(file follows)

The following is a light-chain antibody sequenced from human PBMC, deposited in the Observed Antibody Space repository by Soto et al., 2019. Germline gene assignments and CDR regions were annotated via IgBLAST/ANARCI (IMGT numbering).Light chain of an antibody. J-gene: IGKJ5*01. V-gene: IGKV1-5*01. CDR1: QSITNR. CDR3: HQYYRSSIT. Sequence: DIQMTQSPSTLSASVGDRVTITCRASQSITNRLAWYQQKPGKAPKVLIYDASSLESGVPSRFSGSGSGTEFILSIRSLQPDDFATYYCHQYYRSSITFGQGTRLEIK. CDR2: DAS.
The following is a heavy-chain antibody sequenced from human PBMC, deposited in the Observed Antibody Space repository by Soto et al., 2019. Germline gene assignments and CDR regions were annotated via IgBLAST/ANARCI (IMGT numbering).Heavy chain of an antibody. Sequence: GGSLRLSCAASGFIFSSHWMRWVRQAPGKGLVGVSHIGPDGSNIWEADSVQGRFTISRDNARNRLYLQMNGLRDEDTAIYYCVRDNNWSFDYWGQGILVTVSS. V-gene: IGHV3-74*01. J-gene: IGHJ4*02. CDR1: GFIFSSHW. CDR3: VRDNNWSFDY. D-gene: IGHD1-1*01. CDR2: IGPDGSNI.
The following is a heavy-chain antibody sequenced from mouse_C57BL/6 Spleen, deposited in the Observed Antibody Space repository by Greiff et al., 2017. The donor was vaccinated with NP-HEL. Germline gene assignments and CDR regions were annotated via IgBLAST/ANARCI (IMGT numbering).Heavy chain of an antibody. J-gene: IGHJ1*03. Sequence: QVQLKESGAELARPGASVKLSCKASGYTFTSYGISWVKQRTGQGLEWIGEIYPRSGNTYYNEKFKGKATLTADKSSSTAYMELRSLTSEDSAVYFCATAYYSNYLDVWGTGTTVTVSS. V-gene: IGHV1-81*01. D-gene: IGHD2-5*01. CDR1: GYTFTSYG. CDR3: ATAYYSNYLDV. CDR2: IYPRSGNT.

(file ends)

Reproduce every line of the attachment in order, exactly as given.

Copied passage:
The following is a light-chain antibody sequenced from human PBMC, deposited in the Observed Antibody Space repository by Soto et al., 2019. Germline gene assignments and CDR regions were annotated via IgBLAST/ANARCI (IMGT numbering).Light chain of an antibody. J-gene: IGKJ5*01. V-gene: IGKV1-5*01. CDR1: QSITNR. CDR3: HQYYRSSIT. Sequence: DIQMTQSPSTLSASVGDRVTITCRASQSITNRLAWYQQKPGKAPKVLIYDASSLESGVPSRFSGSGSGTEFILSIRSLQPDDFATYYCHQYYRSSITFGQGTRLEIK. CDR2: DAS.
The following is a heavy-chain antibody sequenced from human PBMC, deposited in the Observed Antibody Space repository by Soto et al., 2019. Germline gene assignments and CDR regions were annotated via IgBLAST/ANARCI (IMGT numbering).Heavy chain of an antibody. Sequence: GGSLRLSCAASGFIFSSHWMRWVRQAPGKGLVGVSHIGPDGSNIWEADSVQGRFTISRDNARNRLYLQMNGLRDEDTAIYYCVRDNNWSFDYWGQGILVTVSS. V-gene: IGHV3-74*01. J-gene: IGHJ4*02. CDR1: GFIFSSHW. CDR3: VRDNNWSFDY. D-gene: IGHD1-1*01. CDR2: IGPDGSNI.
The following is a heavy-chain antibody sequenced from mouse_C57BL/6 Spleen, deposited in the Observed Antibody Space repository by Greiff et al., 2017. The donor was vaccinated with NP-HEL. Germline gene assignments and CDR regions were annotated via IgBLAST/ANARCI (IMGT numbering).Heavy chain of an antibody. J-gene: IGHJ1*03. Sequence: QVQLKESGAELARPGASVKLSCKASGYTFTSYGISWVKQRTGQGLEWIGEIYPRSGNTYYNEKFKGKATLTADKSSSTAYMELRSLTSEDSAVYFCATAYYSNYLDVWGTGTTVTVSS. V-gene: IGHV1-81*01. D-gene: IGHD2-5*01. CDR1: GYTFTSYG. CDR3: ATAYYSNYLDV. CDR2: IYPRSGNT.